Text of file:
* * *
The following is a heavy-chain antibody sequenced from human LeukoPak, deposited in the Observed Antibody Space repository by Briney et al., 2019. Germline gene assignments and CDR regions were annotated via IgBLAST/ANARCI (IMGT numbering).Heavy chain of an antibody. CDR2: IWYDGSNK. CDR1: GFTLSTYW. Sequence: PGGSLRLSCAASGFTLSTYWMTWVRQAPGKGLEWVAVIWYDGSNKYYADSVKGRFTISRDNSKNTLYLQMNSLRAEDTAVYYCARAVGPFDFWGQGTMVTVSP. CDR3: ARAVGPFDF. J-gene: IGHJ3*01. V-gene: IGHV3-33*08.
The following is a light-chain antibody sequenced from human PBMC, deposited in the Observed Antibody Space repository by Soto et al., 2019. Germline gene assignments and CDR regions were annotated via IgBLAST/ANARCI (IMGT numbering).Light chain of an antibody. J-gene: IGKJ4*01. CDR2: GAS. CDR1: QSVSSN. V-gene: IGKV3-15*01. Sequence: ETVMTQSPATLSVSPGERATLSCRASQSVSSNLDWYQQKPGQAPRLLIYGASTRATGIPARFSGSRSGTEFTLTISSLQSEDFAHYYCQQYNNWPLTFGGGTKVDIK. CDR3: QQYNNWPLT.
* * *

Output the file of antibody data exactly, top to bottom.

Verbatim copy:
The following is a heavy-chain antibody sequenced from human LeukoPak, deposited in the Observed Antibody Space repository by Briney et al., 2019. Germline gene assignments and CDR regions were annotated via IgBLAST/ANARCI (IMGT numbering).Heavy chain of an antibody. CDR2: IWYDGSNK. CDR1: GFTLSTYW. Sequence: PGGSLRLSCAASGFTLSTYWMTWVRQAPGKGLEWVAVIWYDGSNKYYADSVKGRFTISRDNSKNTLYLQMNSLRAEDTAVYYCARAVGPFDFWGQGTMVTVSP. CDR3: ARAVGPFDF. J-gene: IGHJ3*01. V-gene: IGHV3-33*08.
The following is a light-chain antibody sequenced from human PBMC, deposited in the Observed Antibody Space repository by Soto et al., 2019. Germline gene assignments and CDR regions were annotated via IgBLAST/ANARCI (IMGT numbering).Light chain of an antibody. J-gene: IGKJ4*01. CDR2: GAS. CDR1: QSVSSN. V-gene: IGKV3-15*01. Sequence: ETVMTQSPATLSVSPGERATLSCRASQSVSSNLDWYQQKPGQAPRLLIYGASTRATGIPARFSGSRSGTEFTLTISSLQSEDFAHYYCQQYNNWPLTFGGGTKVDIK. CDR3: QQYNNWPLT.